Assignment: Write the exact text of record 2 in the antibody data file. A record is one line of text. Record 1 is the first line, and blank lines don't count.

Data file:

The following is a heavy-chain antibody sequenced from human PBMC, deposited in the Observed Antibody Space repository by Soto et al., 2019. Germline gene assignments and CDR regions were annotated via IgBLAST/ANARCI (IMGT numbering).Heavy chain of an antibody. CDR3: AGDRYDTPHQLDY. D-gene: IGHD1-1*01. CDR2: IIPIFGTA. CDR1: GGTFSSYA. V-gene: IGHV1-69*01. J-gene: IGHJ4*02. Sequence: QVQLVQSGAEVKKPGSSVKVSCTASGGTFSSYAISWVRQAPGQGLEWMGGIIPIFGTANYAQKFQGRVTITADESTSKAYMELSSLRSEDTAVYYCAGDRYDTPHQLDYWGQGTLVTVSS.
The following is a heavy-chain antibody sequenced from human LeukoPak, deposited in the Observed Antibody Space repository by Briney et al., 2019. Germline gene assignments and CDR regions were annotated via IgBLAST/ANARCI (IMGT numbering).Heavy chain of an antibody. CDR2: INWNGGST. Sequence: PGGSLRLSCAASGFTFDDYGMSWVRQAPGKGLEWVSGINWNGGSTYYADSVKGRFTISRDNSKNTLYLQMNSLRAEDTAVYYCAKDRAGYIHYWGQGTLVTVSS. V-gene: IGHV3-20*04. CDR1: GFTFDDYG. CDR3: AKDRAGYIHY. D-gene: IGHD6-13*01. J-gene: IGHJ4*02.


The following is a heavy-chain antibody sequenced from human LeukoPak, deposited in the Observed Antibody Space repository by Briney et al., 2019. Germline gene assignments and CDR regions were annotated via IgBLAST/ANARCI (IMGT numbering).Heavy chain of an antibody. CDR2: INWNGGST. Sequence: PGGSLRLSCAASGFTFDDYGMSWVRQAPGKGLEWVSGINWNGGSTYYADSVKGRFTISRDNSKNTLYLQMNSLRAEDTAVYYCAKDRAGYIHYWGQGTLVTVSS. V-gene: IGHV3-20*04. CDR1: GFTFDDYG. CDR3: AKDRAGYIHY. D-gene: IGHD6-13*01. J-gene: IGHJ4*02.